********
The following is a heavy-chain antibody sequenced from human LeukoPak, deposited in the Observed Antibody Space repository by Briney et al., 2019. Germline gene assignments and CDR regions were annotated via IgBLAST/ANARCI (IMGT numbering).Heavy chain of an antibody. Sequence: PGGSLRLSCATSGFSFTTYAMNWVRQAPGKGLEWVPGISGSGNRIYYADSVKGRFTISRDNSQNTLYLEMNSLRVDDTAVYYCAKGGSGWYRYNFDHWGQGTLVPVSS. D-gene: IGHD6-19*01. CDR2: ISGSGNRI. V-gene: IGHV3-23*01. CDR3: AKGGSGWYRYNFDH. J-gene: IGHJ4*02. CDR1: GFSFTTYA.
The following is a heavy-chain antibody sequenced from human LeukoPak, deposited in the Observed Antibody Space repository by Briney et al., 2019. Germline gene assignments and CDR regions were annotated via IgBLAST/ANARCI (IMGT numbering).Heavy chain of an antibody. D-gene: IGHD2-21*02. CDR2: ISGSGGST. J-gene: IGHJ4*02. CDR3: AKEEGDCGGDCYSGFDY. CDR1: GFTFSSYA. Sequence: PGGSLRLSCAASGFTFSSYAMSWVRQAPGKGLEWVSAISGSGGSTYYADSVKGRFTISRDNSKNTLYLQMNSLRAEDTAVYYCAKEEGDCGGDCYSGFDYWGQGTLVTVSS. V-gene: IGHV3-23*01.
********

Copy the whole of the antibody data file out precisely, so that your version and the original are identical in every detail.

The following is a heavy-chain antibody sequenced from human LeukoPak, deposited in the Observed Antibody Space repository by Briney et al., 2019. Germline gene assignments and CDR regions were annotated via IgBLAST/ANARCI (IMGT numbering).Heavy chain of an antibody. Sequence: PGGSLRLSCATSGFSFTTYAMNWVRQAPGKGLEWVPGISGSGNRIYYADSVKGRFTISRDNSQNTLYLEMNSLRVDDTAVYYCAKGGSGWYRYNFDHWGQGTLVPVSS. D-gene: IGHD6-19*01. CDR2: ISGSGNRI. V-gene: IGHV3-23*01. CDR3: AKGGSGWYRYNFDH. J-gene: IGHJ4*02. CDR1: GFSFTTYA.
The following is a heavy-chain antibody sequenced from human LeukoPak, deposited in the Observed Antibody Space repository by Briney et al., 2019. Germline gene assignments and CDR regions were annotated via IgBLAST/ANARCI (IMGT numbering).Heavy chain of an antibody. D-gene: IGHD2-21*02. CDR2: ISGSGGST. J-gene: IGHJ4*02. CDR3: AKEEGDCGGDCYSGFDY. CDR1: GFTFSSYA. Sequence: PGGSLRLSCAASGFTFSSYAMSWVRQAPGKGLEWVSAISGSGGSTYYADSVKGRFTISRDNSKNTLYLQMNSLRAEDTAVYYCAKEEGDCGGDCYSGFDYWGQGTLVTVSS. V-gene: IGHV3-23*01.